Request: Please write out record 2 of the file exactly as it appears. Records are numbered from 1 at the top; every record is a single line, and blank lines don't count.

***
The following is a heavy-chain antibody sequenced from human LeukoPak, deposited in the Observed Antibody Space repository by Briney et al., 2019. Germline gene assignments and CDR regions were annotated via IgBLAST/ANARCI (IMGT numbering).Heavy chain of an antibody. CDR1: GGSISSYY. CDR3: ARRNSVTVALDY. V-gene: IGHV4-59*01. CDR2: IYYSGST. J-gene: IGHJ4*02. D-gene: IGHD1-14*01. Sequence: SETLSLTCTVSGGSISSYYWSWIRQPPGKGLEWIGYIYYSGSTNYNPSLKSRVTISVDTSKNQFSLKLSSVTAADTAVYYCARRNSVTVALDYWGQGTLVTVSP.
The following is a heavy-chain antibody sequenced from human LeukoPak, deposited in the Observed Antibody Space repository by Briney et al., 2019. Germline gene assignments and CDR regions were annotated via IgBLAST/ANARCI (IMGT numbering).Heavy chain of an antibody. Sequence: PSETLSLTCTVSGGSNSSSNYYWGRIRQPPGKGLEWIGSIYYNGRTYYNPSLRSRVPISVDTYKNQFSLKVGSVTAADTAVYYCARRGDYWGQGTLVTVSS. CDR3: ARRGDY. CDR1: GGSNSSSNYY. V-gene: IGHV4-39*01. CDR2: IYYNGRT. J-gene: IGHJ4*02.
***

The following is a heavy-chain antibody sequenced from human LeukoPak, deposited in the Observed Antibody Space repository by Briney et al., 2019. Germline gene assignments and CDR regions were annotated via IgBLAST/ANARCI (IMGT numbering).Heavy chain of an antibody. Sequence: PSETLSLTCTVSGGSNSSSNYYWGRIRQPPGKGLEWIGSIYYNGRTYYNPSLRSRVPISVDTYKNQFSLKVGSVTAADTAVYYCARRGDYWGQGTLVTVSS. CDR3: ARRGDY. CDR1: GGSNSSSNYY. V-gene: IGHV4-39*01. CDR2: IYYNGRT. J-gene: IGHJ4*02.